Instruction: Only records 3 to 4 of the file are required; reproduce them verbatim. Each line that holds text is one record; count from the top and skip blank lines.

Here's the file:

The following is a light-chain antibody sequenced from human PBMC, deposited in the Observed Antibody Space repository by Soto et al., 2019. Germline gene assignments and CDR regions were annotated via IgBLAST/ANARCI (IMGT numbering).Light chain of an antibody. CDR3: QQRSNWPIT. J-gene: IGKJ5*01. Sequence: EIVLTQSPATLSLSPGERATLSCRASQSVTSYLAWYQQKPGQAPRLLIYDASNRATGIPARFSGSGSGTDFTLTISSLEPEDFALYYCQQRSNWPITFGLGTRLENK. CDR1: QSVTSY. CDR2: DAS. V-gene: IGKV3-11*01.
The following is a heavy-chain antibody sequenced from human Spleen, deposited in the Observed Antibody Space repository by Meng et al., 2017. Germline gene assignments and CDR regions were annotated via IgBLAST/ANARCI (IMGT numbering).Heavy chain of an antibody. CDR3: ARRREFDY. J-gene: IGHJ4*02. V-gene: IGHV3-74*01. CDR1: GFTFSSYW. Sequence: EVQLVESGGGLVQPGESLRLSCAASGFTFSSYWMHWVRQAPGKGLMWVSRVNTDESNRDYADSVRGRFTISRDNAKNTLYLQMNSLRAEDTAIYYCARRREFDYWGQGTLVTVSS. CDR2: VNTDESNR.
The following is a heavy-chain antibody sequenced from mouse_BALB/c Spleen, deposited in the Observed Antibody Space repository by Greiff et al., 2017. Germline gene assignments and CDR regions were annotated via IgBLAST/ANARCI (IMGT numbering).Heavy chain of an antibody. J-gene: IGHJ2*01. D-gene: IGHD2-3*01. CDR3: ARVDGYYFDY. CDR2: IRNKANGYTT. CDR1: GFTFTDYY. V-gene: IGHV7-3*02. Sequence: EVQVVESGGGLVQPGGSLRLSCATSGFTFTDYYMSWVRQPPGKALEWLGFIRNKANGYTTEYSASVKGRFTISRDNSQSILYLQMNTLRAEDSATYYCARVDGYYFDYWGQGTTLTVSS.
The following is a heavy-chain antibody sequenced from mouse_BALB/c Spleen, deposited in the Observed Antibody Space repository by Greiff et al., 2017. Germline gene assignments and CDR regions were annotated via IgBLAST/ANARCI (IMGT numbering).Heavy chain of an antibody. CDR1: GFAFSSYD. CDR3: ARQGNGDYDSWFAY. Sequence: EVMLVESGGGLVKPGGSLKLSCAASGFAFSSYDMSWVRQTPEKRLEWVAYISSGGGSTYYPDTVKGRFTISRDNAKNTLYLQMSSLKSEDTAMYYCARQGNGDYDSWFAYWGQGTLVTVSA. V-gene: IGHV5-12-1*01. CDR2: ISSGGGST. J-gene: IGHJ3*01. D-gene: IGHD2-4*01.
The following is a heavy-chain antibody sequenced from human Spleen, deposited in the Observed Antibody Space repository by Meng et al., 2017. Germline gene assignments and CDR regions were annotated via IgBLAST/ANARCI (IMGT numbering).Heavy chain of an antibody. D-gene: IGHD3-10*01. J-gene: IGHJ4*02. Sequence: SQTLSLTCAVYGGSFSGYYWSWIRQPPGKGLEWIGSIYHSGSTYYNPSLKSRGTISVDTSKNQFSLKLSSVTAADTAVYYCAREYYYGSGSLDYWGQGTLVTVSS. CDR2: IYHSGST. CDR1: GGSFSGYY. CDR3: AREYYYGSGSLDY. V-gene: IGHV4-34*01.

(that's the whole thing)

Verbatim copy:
The following is a heavy-chain antibody sequenced from mouse_BALB/c Spleen, deposited in the Observed Antibody Space repository by Greiff et al., 2017. Germline gene assignments and CDR regions were annotated via IgBLAST/ANARCI (IMGT numbering).Heavy chain of an antibody. J-gene: IGHJ2*01. D-gene: IGHD2-3*01. CDR3: ARVDGYYFDY. CDR2: IRNKANGYTT. CDR1: GFTFTDYY. V-gene: IGHV7-3*02. Sequence: EVQVVESGGGLVQPGGSLRLSCATSGFTFTDYYMSWVRQPPGKALEWLGFIRNKANGYTTEYSASVKGRFTISRDNSQSILYLQMNTLRAEDSATYYCARVDGYYFDYWGQGTTLTVSS.
The following is a heavy-chain antibody sequenced from mouse_BALB/c Spleen, deposited in the Observed Antibody Space repository by Greiff et al., 2017. Germline gene assignments and CDR regions were annotated via IgBLAST/ANARCI (IMGT numbering).Heavy chain of an antibody. CDR1: GFAFSSYD. CDR3: ARQGNGDYDSWFAY. Sequence: EVMLVESGGGLVKPGGSLKLSCAASGFAFSSYDMSWVRQTPEKRLEWVAYISSGGGSTYYPDTVKGRFTISRDNAKNTLYLQMSSLKSEDTAMYYCARQGNGDYDSWFAYWGQGTLVTVSA. V-gene: IGHV5-12-1*01. CDR2: ISSGGGST. J-gene: IGHJ3*01. D-gene: IGHD2-4*01.